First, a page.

SO lush and green

Welcome to another edition of ‘let’s look at green rice terraces’ . . . .

I make no apologies for my boundless delight in cataloguing the delights of Northern Vietnam. It really is some of the most stunning scenery I have ever seen.

The endless rice fields are broken up by the occasional little hamlet with corrugated tin roofs and mud banked walls.

But even high in the hill of Sapa you can still hear to incessant, and annoying, drone and pop of the ubiquitous moped – the plague of Vietnam’s roads!

The fox sums it up – I really do feel lucky to be here and experiencing this wonderful country again.

A slightly nerve wracking river crossing to be negotiated just as the rain starts to fall . . .

We are going to stay overnight with a local family of the Dzay minority

We will be having a cooking class to learn how to cook some traditional Vietnamese food too.

We’re nearing the homestead just as the heavens really start to open!

Sapa trekking

After a good nights kip at the wonderful Sapa Vista Hotel we’re all set to start our two day trek into the rice terraces of Sapa.

I have been waiting for this moment for 10 years! Ever since I returned from my first trip to the south of Vietnam I have been a trifle obsessed with the verdant terraces of the North.

And here they are!! Every bit as amazing as I had hoped.

We start off in a group but then head off on our our with our diminutive local guide, who tells us her name is Cuckoo!!

She’s a tiny ball of energy, bouncing from rock to rock like a nimble mountain goat as we struggle to keep up!

Cuckoo is from one of the local hill tribes, as are most of the guides.

Meaning she has an impressive knowledge of the area, plus seems to know everyone we pass!

As we visited Sapa in late April, the rice planting is just starting, meaning that we didn’t get to see the fully green terraces.

But the vivid lime green areas you can see are where the tiny new rice shoots are starting to grow.

At this time of year the terraces are full of water, which when hit by the sun, are almost blinding. Hence their name ‘broken mirrors’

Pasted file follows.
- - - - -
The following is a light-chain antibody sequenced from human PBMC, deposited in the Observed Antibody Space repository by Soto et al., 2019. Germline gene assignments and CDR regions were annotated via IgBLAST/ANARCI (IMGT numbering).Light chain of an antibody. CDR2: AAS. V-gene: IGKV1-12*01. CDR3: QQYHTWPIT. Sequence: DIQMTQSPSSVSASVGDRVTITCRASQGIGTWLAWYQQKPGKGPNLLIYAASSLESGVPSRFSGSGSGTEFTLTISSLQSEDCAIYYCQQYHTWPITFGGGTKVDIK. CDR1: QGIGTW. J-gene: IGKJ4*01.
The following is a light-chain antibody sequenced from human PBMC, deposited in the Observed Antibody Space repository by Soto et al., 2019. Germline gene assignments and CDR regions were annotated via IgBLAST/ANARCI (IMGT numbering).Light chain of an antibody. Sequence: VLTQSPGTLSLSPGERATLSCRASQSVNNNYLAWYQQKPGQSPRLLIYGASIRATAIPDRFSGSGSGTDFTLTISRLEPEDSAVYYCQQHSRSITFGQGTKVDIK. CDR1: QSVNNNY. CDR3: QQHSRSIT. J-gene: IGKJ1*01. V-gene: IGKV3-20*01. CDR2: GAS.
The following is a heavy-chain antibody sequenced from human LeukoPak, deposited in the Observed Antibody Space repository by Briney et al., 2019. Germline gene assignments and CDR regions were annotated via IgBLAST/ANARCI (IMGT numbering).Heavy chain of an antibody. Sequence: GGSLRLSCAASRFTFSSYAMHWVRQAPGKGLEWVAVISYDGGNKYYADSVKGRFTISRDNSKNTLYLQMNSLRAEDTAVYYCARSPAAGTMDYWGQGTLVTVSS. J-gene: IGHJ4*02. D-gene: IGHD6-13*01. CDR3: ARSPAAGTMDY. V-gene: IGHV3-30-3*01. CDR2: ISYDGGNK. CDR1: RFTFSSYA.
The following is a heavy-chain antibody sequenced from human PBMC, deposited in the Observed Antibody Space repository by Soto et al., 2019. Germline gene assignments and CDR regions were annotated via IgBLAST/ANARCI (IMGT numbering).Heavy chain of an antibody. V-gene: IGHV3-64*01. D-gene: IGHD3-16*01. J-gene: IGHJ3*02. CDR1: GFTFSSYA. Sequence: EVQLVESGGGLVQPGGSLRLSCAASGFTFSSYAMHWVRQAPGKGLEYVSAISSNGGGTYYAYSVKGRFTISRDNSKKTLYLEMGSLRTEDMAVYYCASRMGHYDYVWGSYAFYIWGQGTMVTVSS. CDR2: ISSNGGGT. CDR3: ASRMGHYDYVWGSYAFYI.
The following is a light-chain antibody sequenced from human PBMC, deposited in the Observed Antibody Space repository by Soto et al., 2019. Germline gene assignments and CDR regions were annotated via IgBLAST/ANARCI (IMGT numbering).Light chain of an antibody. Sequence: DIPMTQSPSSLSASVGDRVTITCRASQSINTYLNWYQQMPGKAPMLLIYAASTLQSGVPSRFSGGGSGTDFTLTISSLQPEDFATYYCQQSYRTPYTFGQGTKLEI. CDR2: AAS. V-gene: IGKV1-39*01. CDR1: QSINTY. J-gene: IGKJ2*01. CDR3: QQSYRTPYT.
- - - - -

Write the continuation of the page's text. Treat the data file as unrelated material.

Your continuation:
Tiny clusters of houses cling to the terraces, almost in the middle of nowhere and add to the charm of this amazing area.

We’re heading for our evening rest stop in a local hill tribe homestead. More to come!

En route to Sapa

I am finally dragged away from the fantastical Bac Ha market and we’re on our way to Sapa, our final destination for the day.

Enroute we visit one of the many traditional hill tribe villages to get a sense of what life is like in the green hills around Sapa.

This is Trung Do village of the Tay minority. Situated in the stunning verdant hills, it is a very simple, basic even, way of living.

The villagers main employment is farming and livestock and you can find animals everywhere! Many of which will end up at Bac Ha market.

The landscape in this rugged terrain is simply incredible. It’s one of the greenest places I have ever visited.

Here’s some very grainy footage of some of the amazing scenery as we wind our way upwards to Sapa.

We can already start to see the rice fields, laid out in little squares and terraces.

And a photo stop at a viewing platform gives me the first proper panorama of the rice terraces, something I have wanted to see for over a decade!

Absolutely amazing! And there will be LOTS more where that came from!

But for we now we can sit back and relax in Sapa with a cocktail and a view to treasure forever!!